There are oases of water-rich soil that could sustain astronauts on the Moon, according to Nasa. Scientists studied the full results of an experiment that smashed a rocket and a probe into a lunar crater last year. The impacts kicked up large amounts of rock and dust, revealing a suite of fascinating chemical compounds and far more water than anyone had imagined.
A Nasa-led team tells Science magazine that about 155kg of water vapour and water-ice were blown out of the crater. The researchers' analysis suggests some areas of lunar regolith, or soil, must contain as much as 5% by weight of water-ice.
The researchers' analysis suggests some areas of lunar regolith, or soil, must contain as much as 5% by weight of water-ice. "That's a significant amount of water," said Anthony Colaprete, from the US space agency's Ames research centre.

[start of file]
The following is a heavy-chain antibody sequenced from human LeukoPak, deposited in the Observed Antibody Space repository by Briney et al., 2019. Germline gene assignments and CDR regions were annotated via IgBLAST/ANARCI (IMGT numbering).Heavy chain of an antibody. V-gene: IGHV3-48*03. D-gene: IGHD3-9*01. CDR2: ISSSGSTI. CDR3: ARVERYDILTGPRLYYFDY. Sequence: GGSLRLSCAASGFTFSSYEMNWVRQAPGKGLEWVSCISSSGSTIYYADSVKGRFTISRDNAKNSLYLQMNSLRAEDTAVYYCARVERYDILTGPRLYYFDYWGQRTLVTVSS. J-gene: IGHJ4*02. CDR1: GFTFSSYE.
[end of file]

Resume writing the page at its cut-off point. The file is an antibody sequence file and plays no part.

"And it's in the form of water-ice grains. That's good news because water-ice is very much a friendly resource to work with. You don't have to warm it very much; you just have to bring it up to room temperature to pull it out of the dirt real easy.
"Just as a point of reference - in about a tonne of material, at about 5%, you're talking 11-12 gallons of water that you could extract."
Artist's impression of LCROSS (Northrop Grumman) The LCROSS spacecraft followed closely behind the spent rocket stage